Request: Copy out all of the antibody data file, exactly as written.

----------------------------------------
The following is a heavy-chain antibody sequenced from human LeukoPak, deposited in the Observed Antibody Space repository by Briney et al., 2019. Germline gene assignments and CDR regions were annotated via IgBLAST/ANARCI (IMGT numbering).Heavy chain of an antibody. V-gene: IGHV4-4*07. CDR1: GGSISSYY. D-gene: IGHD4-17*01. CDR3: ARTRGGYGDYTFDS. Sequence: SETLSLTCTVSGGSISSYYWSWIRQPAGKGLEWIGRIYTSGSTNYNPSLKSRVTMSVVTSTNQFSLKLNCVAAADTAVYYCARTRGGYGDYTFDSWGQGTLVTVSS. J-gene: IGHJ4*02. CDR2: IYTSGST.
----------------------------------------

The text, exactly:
The following is a heavy-chain antibody sequenced from human LeukoPak, deposited in the Observed Antibody Space repository by Briney et al., 2019. Germline gene assignments and CDR regions were annotated via IgBLAST/ANARCI (IMGT numbering).Heavy chain of an antibody. V-gene: IGHV4-4*07. CDR1: GGSISSYY. D-gene: IGHD4-17*01. CDR3: ARTRGGYGDYTFDS. Sequence: SETLSLTCTVSGGSISSYYWSWIRQPAGKGLEWIGRIYTSGSTNYNPSLKSRVTMSVVTSTNQFSLKLNCVAAADTAVYYCARTRGGYGDYTFDSWGQGTLVTVSS. J-gene: IGHJ4*02. CDR2: IYTSGST.